I disagreed with this because I felt the team had a right to be involved and that they had a lot of experience and knowledge to offer that would positively inform the review. I wanted them to feel part of the process so involved them from the outset. My HR colleagues were partially right – this did cause some pockets of upset but it also garnered greater engagement with the review process so on the whole I still think this was the right thing to do.
I also think it’s important to be clear from the outset as to the drivers for the restructure, some internal and some external. How you communicate these will depend on to whom you are selling the vision, for example your senior management team might be most interested in efficiency savings but this is unlikely to motivate your staff who are more likely to be motivated by changes to their roles to make them more efficient, interesting and autonomous.
RB: I think it’s also tempting to measure efficiency savings purely in terms of pay costs. That’s probably the simplest aspect to calculate but there are other tangible and less tangible efficiencies that are equally important.
For example, as a consequence of our restructuring we’ve gone from having eight research offices spread across four campuses to four adjoining offices in one corridor on the main campus.
Clearly this has benefits in terms of shared resources but also less quantifiable but very real benefits such as improved communications, sharing of expertise and harmonisation of processes and systems.
JN: The benefits you mention not only make things more efficient but also make them more effective and this is a crucial point. You could restructure to have the most efficient office on the planet but if it’s not effective and delivering results then it has arguably been an unsuccessful restructure.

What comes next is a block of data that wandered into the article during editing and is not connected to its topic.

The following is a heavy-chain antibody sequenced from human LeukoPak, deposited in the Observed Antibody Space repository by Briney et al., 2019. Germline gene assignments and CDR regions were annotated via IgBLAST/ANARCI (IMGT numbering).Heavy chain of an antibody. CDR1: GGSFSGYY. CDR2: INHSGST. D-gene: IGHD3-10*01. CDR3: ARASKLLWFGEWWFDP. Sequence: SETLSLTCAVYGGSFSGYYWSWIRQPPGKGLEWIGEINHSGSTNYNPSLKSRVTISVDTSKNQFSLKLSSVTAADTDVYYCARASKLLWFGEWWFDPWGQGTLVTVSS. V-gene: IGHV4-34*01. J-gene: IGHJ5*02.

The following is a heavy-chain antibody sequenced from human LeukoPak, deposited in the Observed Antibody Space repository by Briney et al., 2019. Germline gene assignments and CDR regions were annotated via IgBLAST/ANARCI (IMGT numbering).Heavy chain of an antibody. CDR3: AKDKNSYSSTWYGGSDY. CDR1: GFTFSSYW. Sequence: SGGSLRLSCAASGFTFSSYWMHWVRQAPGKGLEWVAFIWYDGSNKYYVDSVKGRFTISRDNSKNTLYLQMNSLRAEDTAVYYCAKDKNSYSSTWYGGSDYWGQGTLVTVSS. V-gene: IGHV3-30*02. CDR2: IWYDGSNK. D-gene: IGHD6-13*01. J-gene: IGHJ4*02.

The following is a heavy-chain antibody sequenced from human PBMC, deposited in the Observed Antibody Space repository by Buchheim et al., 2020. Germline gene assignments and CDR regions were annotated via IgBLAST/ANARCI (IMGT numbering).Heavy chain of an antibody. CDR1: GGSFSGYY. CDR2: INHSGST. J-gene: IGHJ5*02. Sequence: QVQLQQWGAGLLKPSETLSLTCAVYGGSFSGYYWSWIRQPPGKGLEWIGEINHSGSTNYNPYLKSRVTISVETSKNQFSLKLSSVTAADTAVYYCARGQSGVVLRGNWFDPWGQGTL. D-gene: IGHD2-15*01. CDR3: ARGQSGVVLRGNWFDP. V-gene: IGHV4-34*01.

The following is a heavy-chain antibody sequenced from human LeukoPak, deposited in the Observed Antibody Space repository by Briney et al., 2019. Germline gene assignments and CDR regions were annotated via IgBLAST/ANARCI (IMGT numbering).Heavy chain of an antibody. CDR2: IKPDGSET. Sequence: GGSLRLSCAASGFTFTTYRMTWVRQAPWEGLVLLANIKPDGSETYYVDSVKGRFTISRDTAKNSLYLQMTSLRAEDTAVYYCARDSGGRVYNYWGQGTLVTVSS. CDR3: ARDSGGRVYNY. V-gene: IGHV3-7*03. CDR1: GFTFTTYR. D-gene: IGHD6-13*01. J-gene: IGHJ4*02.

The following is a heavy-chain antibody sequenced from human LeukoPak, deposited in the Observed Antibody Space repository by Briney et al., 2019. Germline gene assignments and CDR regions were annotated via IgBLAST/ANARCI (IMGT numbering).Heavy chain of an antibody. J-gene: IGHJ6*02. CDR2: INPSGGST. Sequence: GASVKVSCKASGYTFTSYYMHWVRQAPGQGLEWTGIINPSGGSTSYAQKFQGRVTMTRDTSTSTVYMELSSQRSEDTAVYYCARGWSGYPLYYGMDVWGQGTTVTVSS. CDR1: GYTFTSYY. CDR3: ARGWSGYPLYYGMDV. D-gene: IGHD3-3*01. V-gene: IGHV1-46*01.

Continuous feedback and evaluation have been a feature of our transition to our new structure which has been live since September 2014. The restructure will only be deemed a success if it is delivering an improved service and achieving better results.
RB: Absolutely, but that is a significant challenge – performance indicators for research offices are notoriously hard to define. Feedback is helpful, but measuring improvements requires robust indicators. Some offices measure outputs such as the number of bids processed or query turnaround times, but to my mind these measure efficiency rather than effectiveness.
Others are judged on wider outcomes such as research income and proposal success rates but these assume the role of the research office is integral to the quality of research and in particular of grant proposals. We may feel this to be true but it’s hard to evidence.
Ultimately, I believe a restructuring is best judged by those closest to it, who understand the changes that have taken place, the challenges faced and recognise what a more effective research office looks and feels like.
JN: Change brought about by restructuring is increasingly becoming part of the norm within most sectors, and particularly in higher education.
My personal view is that change is a good thing and that we need to be flexible and adaptable to change to keep up with internal and external developments; restructuring can be a mechanism for this change.
With this in mind, organisations need to consider how to improve the efficiency of their overarching change management processes – often overly bureaucratic and risk averse in higher education – so that they enable quick and simple organisational restructuring, without increased risk to employees.
Richard Bond is the head of research administration (Research, Business and Innovation) at the University of the West of England and Julie Northam is the head of research and knowledge exchange at Bournemouth University.